The Symbol

“Every fact that is learned becomes a key to other facts.” –Edward Yourmans
(American Chemist)

Symbols have one characteristic in common with signs; they point beyond themselves to
something else. Man’s fundamental concern must be expressed symbolically, because symbolic
language alone is able to express the ultimate.

The red stop sign at the street corner points to the order to stop the movements of all cars
at certain intervals. The red light sign and the stopping of cars , essentially have no relation
to one another, but conventionally they are united as long as the convention last.
The same is true of letters and numbers and partly words. The point beyond themselves to
sounds and meanings.

Symbols which have an especially social function, as political and religious symbols, are
created or at least accepted by the collective unconscious of the group in which they appear.

The Pythagorean Theorem:

Pythagoras was a Greek philosopher of the sixth century BC and the leader of a cult that
worshipped numbers. His cult prayed to the Tetraktys, the first four digits.
One represented reason, two represented argument, three represented harmony and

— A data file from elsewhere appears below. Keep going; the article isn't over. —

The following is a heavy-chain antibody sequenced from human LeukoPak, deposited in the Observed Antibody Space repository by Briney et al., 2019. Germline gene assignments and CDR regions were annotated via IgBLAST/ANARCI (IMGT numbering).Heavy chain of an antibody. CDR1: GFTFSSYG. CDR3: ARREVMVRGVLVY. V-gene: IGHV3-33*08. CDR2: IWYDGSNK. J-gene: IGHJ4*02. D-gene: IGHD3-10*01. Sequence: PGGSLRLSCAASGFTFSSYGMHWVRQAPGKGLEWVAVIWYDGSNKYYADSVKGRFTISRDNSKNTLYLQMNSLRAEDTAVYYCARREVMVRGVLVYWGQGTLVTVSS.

four represented justice. Out of their religion of mathematics sprang some of the
most elegant geometric proofs in the history of humanity, including the proof
that bears Pythagoras name, The Pythagorean Theorem.
It simply states that for all right triangles ( triangles with 90%-degree angles)
a2 & b2 = c2, where a “b” are the short sides of the triangle and “c” is the longest side,
the hypotenuse.

Many cultures knew about the theorem before Pythagoras proved it.
The Babylonians knew the theorem 1,000 years before Pythagoras.

In spite of the variety of research on the meaning and function of symbols which we continue to explore, every writer who uses the term “Symbol” must provide his understanding of it.

The Manual Alphabet:

The manual alphabet is known simply as “Sign Language” for the deaf in which letters are
represented by finger positions. My position remains, man’s ultimate concern must be expressed
symbolically, the symbolic language alone is able to express the ultimate, even if the
listener is deaf.

Charles Micheaux
Micheaux Publishing
Atlanta, Georgia

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